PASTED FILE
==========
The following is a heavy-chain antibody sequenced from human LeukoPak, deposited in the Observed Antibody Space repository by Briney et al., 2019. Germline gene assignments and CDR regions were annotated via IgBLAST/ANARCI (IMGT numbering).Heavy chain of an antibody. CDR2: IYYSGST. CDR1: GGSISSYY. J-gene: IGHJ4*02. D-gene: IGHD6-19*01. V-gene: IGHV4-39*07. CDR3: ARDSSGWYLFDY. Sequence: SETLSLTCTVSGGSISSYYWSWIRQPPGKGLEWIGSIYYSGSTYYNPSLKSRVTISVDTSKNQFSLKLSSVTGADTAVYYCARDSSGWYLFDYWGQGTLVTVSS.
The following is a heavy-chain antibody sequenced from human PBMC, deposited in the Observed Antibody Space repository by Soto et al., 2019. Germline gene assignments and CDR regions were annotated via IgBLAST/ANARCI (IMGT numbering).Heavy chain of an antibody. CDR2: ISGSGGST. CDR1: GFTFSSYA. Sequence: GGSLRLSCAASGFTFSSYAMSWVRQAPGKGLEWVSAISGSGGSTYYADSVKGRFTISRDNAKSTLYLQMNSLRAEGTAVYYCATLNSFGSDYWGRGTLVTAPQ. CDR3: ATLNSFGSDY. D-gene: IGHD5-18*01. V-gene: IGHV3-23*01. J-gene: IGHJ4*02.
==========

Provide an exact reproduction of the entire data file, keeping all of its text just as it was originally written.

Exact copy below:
The following is a heavy-chain antibody sequenced from human LeukoPak, deposited in the Observed Antibody Space repository by Briney et al., 2019. Germline gene assignments and CDR regions were annotated via IgBLAST/ANARCI (IMGT numbering).Heavy chain of an antibody. CDR2: IYYSGST. CDR1: GGSISSYY. J-gene: IGHJ4*02. D-gene: IGHD6-19*01. V-gene: IGHV4-39*07. CDR3: ARDSSGWYLFDY. Sequence: SETLSLTCTVSGGSISSYYWSWIRQPPGKGLEWIGSIYYSGSTYYNPSLKSRVTISVDTSKNQFSLKLSSVTGADTAVYYCARDSSGWYLFDYWGQGTLVTVSS.
The following is a heavy-chain antibody sequenced from human PBMC, deposited in the Observed Antibody Space repository by Soto et al., 2019. Germline gene assignments and CDR regions were annotated via IgBLAST/ANARCI (IMGT numbering).Heavy chain of an antibody. CDR2: ISGSGGST. CDR1: GFTFSSYA. Sequence: GGSLRLSCAASGFTFSSYAMSWVRQAPGKGLEWVSAISGSGGSTYYADSVKGRFTISRDNAKSTLYLQMNSLRAEGTAVYYCATLNSFGSDYWGRGTLVTAPQ. CDR3: ATLNSFGSDY. D-gene: IGHD5-18*01. V-gene: IGHV3-23*01. J-gene: IGHJ4*02.